Exercises & Stretches for Plantar Fasciitis

Your physical therapist will perform an evaluation to determine both the source and the cause of your symptoms. Below, is a list of exercises and stretches that might assist you in relieving your plantar fasciitis while you await your appointment. If any exercise/stretch causes you more pain, discontinue the exercise/stretch and ask your physical therapist for assistance.

Breakdown of Exercises & Stretches for Plantar Fasciitis

1. Gastroc/Soleus Stretch

While leaning up against the wall, place one foot in front of the other with toes facing forward.  The heel of back foot should stay on the ground and knee straight to stretch gastroc. Hold this position for 30 seconds.  To make the stretch three-dimensional, perform the same stretch with back foot facing inward and outward for 30 seconds each.  The second part of the stretch focuses on the soleus muscle (a very important decelerating muscle while running). It is similar to the gastroc stretch, but shorten up the split stance position by moving the back foot forward while bending knee.  Perform 30 seconds and 3 sets on each leg.

2. Heel Raise on Towel with Ball Squeeze

Roll up a large towel and place on the ground.  Place toes and mid-foot on the towel and perform a heel raise lifting up onto toes.  Pace should be slow and controlled throughout the motion. A ball can be placed between ankle and squeezed to put foot in optimal position by activating posterior tibialis and intrinsic foot muscles.  Perform 3 sets of 15 repetitions.

3. Great Toe Stretch on Wall

Place your foot against the wall with your toes (specifically the great toe) extended on wall.  Without moving your foot or toes, you will press great toe into the wall at 50% of max pressure (isometric contraction).  Press and hold for 10 seconds and then attempt to lift great toe off the wall and hold for 10 seconds. This will provide a light stretch through bottom of foot.  Perform 5 rounds of 10 seconds pressing and 10 seconds lifting off. Check out our video for more explanation.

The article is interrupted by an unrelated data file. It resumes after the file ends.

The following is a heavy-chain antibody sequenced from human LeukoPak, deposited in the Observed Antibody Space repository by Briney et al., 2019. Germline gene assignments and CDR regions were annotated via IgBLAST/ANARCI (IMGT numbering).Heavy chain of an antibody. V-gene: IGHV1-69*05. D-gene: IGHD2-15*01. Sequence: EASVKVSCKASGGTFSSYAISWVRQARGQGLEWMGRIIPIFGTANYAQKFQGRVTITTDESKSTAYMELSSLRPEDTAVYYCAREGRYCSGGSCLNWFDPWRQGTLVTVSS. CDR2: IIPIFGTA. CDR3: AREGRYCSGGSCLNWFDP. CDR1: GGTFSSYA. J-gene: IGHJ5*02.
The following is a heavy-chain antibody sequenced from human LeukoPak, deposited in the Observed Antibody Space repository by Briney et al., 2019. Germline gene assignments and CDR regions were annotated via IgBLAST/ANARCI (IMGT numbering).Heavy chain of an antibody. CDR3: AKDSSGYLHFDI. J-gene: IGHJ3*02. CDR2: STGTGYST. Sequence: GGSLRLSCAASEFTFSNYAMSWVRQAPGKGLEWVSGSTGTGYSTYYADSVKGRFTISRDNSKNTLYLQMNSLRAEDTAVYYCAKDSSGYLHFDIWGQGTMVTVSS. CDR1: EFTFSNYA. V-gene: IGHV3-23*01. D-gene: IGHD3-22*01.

4. Downward Dog Ankle Pumping

With hands and feet on the ground, move from pushup position to downward dog position.  In the downward dog position, try to keep heels flat on the ground. Hold this position statically for 10 seconds.  Then, perform 5 pumps of each ankle by alternating knee bends. You can perform this cycle of 10 second static holds and 5 pumps for 3 rounds.

5. Intrinsic Foot Strength Overhead/Rotational Reach

To maximize benefit of this exercise, perform with shoes off.  Maintain a split stance position with one foot in front of the other.  Most of your weight should be through the front foot. In this position, perform alternating overhead reach with each arm.  Then, perform alternating rotating across body reaching with each arm. If this is easy, progress to overhead/rotational reaching in a single leg stance position.  Make sure foot is engaged with ground by “pressing away the floor” and squeezing glutes. Check out our video for more explanation.

6. Banded Squats

Place a band around knees with feet in a comfortable position (usually shoulder width apart).  Put pressure through the band by lightly pressing knees outward and perform a squat or sit to stand on chair.  Perform 3 sets of 15 repetitions.

7. Toe CARs

Let’s have some fun!  This is a challenging and fun drill to perform to maximize intrinsic foot strength and control.  Maintain a seated position with both feet on the ground barefoot. Start with lightly pressing great toe into the ground and lift other 4 toes off the ground.  Hold this position 5 seconds. Then, switch to lifting great toe off the ground and lightly pressing 4 other toes into the ground (this is the hard one!). Alternate each position for 10 rounds.  Being able to control great toe extension is extremely important for many lower extremity injuries!

Exercises & Stretches for Plantar Fasciitis Video

We know it helps for many people to have a visual, so here is a video displaying some effective exercises and stretches to help with plantar fasciitis. 


Find Physical Therapy for Plantar Fasciitis

By incorporating these exercises and stretches into your daily regimen, you will start to develop the muscles that have been causing your pain. Be sure to reach out to our team here at Impact Physical Therapy and schedule your evaluation today!

About Dr. Eric Hefferon

Dr. Eric Hefferon received his advanced doctorate degree in physical therapy from the innovative A.T. Still University. He has been practicing in the west valley for 6 years and has made strong ties to local gyms and medical practitioners. Dr. Hefferon started Impact Physical Therapy due to his passion for an individualized healthcare approach. He knew by creating a clinic that was out of network he could help give patients the results they deserve. His treatment style attracts patients from all over the valley and even out of state. People will travel to seek Dr. Hefferon’s solutions!

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